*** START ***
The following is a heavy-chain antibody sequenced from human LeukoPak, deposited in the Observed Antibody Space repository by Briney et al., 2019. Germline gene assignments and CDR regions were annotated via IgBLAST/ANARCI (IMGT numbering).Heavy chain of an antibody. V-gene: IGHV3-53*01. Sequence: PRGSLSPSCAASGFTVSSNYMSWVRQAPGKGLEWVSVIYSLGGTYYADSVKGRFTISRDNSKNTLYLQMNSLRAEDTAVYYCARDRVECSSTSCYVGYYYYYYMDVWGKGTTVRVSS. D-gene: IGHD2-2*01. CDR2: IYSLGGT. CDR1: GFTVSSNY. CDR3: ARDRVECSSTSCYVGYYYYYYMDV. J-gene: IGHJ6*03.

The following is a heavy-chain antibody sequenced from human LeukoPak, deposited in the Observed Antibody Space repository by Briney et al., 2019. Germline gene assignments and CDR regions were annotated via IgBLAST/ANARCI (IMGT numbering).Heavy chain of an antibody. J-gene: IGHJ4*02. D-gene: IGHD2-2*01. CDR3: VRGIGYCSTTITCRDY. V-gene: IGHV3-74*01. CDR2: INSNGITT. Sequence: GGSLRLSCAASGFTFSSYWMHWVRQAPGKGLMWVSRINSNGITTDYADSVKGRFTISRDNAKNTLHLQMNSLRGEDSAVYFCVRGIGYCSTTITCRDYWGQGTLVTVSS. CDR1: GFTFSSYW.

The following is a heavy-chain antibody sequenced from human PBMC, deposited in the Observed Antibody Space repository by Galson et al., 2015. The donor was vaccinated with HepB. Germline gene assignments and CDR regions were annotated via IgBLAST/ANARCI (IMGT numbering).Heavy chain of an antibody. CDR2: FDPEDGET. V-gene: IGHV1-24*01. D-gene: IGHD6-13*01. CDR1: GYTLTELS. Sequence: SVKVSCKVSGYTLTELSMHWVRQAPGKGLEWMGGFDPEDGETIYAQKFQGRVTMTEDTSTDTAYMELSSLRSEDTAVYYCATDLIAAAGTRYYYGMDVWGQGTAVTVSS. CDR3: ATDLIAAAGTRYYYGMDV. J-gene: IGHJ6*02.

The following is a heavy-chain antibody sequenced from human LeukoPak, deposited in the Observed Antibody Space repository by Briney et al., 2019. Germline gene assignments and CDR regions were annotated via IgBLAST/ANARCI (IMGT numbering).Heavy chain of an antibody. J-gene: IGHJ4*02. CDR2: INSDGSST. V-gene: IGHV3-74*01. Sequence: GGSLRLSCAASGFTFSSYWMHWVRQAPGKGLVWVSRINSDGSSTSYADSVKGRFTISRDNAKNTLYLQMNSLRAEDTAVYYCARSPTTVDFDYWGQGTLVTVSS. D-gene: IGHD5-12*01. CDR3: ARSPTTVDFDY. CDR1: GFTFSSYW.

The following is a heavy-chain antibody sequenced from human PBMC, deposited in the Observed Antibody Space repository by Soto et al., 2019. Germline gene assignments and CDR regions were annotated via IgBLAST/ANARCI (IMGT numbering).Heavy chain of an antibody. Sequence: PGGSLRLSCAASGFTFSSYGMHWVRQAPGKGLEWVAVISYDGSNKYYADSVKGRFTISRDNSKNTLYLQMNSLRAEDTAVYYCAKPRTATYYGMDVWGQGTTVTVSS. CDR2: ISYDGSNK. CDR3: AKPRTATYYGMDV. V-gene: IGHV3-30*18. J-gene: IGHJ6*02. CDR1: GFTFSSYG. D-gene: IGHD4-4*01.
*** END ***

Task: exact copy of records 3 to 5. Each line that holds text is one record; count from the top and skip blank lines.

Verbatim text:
The following is a heavy-chain antibody sequenced from human PBMC, deposited in the Observed Antibody Space repository by Galson et al., 2015. The donor was vaccinated with HepB. Germline gene assignments and CDR regions were annotated via IgBLAST/ANARCI (IMGT numbering).Heavy chain of an antibody. CDR2: FDPEDGET. V-gene: IGHV1-24*01. D-gene: IGHD6-13*01. CDR1: GYTLTELS. Sequence: SVKVSCKVSGYTLTELSMHWVRQAPGKGLEWMGGFDPEDGETIYAQKFQGRVTMTEDTSTDTAYMELSSLRSEDTAVYYCATDLIAAAGTRYYYGMDVWGQGTAVTVSS. CDR3: ATDLIAAAGTRYYYGMDV. J-gene: IGHJ6*02.

The following is a heavy-chain antibody sequenced from human LeukoPak, deposited in the Observed Antibody Space repository by Briney et al., 2019. Germline gene assignments and CDR regions were annotated via IgBLAST/ANARCI (IMGT numbering).Heavy chain of an antibody. J-gene: IGHJ4*02. CDR2: INSDGSST. V-gene: IGHV3-74*01. Sequence: GGSLRLSCAASGFTFSSYWMHWVRQAPGKGLVWVSRINSDGSSTSYADSVKGRFTISRDNAKNTLYLQMNSLRAEDTAVYYCARSPTTVDFDYWGQGTLVTVSS. D-gene: IGHD5-12*01. CDR3: ARSPTTVDFDY. CDR1: GFTFSSYW.

The following is a heavy-chain antibody sequenced from human PBMC, deposited in the Observed Antibody Space repository by Soto et al., 2019. Germline gene assignments and CDR regions were annotated via IgBLAST/ANARCI (IMGT numbering).Heavy chain of an antibody. Sequence: PGGSLRLSCAASGFTFSSYGMHWVRQAPGKGLEWVAVISYDGSNKYYADSVKGRFTISRDNSKNTLYLQMNSLRAEDTAVYYCAKPRTATYYGMDVWGQGTTVTVSS. CDR2: ISYDGSNK. CDR3: AKPRTATYYGMDV. V-gene: IGHV3-30*18. J-gene: IGHJ6*02. CDR1: GFTFSSYG. D-gene: IGHD4-4*01.